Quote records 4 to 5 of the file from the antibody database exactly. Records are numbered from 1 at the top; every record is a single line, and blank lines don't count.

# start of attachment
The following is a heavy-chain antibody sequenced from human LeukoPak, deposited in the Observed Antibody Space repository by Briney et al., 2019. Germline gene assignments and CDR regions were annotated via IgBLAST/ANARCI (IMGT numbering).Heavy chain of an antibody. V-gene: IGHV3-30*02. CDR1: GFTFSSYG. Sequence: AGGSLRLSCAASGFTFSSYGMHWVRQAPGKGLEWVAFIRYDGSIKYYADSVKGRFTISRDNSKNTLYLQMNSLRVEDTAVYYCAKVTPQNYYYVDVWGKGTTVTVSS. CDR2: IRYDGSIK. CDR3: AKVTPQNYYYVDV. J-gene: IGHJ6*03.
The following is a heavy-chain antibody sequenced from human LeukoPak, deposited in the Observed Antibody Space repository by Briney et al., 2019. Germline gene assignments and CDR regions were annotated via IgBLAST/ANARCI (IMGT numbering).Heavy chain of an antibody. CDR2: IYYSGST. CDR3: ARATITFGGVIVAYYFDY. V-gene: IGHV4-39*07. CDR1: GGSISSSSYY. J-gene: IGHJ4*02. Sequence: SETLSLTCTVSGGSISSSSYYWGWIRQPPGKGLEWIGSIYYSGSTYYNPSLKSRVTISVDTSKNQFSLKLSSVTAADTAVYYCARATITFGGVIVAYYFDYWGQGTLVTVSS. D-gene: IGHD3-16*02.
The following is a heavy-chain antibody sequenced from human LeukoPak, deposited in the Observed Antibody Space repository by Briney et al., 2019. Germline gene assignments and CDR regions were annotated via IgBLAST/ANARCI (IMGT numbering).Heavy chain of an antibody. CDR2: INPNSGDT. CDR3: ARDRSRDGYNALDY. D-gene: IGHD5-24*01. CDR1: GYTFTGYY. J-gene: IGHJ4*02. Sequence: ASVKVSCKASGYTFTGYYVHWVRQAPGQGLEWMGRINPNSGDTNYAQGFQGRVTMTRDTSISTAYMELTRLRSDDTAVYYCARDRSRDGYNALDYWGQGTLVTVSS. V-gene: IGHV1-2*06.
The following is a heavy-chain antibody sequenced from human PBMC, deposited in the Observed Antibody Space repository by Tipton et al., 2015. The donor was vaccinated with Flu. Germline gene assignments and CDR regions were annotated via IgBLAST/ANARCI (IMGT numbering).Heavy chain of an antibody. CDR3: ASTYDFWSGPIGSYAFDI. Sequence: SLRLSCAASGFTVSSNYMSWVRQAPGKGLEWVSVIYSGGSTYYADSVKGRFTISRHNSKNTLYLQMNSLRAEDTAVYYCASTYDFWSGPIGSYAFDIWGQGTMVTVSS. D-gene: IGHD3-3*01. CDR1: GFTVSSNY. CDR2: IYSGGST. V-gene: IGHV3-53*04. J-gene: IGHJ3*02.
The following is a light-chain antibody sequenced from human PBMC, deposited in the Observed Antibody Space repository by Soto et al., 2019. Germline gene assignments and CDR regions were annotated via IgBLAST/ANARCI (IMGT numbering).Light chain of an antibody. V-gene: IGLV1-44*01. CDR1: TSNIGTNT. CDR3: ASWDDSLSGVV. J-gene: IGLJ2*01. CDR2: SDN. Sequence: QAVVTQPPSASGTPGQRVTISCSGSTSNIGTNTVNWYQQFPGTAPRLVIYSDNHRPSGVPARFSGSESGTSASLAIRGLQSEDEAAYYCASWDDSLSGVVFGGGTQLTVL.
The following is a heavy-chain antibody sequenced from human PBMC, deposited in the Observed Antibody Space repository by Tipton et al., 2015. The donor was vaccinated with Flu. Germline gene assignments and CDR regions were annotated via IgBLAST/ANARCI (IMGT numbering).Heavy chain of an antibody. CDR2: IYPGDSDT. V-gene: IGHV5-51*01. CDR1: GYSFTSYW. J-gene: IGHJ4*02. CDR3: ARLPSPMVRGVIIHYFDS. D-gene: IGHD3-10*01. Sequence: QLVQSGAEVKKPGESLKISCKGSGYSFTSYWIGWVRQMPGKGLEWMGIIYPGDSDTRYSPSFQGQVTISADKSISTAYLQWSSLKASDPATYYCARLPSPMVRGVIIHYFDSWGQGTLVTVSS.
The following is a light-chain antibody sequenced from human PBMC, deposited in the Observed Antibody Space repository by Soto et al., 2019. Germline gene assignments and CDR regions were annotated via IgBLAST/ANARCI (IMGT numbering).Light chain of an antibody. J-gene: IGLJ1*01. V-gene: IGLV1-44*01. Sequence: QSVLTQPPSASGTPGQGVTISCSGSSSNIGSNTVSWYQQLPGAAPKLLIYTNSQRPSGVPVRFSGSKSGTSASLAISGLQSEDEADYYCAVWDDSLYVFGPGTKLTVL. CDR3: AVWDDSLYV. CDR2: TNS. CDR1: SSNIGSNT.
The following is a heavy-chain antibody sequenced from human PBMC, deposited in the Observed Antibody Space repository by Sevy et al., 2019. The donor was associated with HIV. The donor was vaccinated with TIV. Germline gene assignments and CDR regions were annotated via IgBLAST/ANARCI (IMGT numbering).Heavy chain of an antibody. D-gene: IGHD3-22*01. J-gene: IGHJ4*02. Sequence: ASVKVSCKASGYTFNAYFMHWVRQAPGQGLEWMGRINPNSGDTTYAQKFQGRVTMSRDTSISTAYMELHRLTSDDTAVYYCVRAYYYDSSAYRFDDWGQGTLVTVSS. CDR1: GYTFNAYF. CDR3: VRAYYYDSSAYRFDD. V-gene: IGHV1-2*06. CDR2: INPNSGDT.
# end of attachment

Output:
The following is a heavy-chain antibody sequenced from human PBMC, deposited in the Observed Antibody Space repository by Tipton et al., 2015. The donor was vaccinated with Flu. Germline gene assignments and CDR regions were annotated via IgBLAST/ANARCI (IMGT numbering).Heavy chain of an antibody. CDR3: ASTYDFWSGPIGSYAFDI. Sequence: SLRLSCAASGFTVSSNYMSWVRQAPGKGLEWVSVIYSGGSTYYADSVKGRFTISRHNSKNTLYLQMNSLRAEDTAVYYCASTYDFWSGPIGSYAFDIWGQGTMVTVSS. D-gene: IGHD3-3*01. CDR1: GFTVSSNY. CDR2: IYSGGST. V-gene: IGHV3-53*04. J-gene: IGHJ3*02.
The following is a light-chain antibody sequenced from human PBMC, deposited in the Observed Antibody Space repository by Soto et al., 2019. Germline gene assignments and CDR regions were annotated via IgBLAST/ANARCI (IMGT numbering).Light chain of an antibody. V-gene: IGLV1-44*01. CDR1: TSNIGTNT. CDR3: ASWDDSLSGVV. J-gene: IGLJ2*01. CDR2: SDN. Sequence: QAVVTQPPSASGTPGQRVTISCSGSTSNIGTNTVNWYQQFPGTAPRLVIYSDNHRPSGVPARFSGSESGTSASLAIRGLQSEDEAAYYCASWDDSLSGVVFGGGTQLTVL.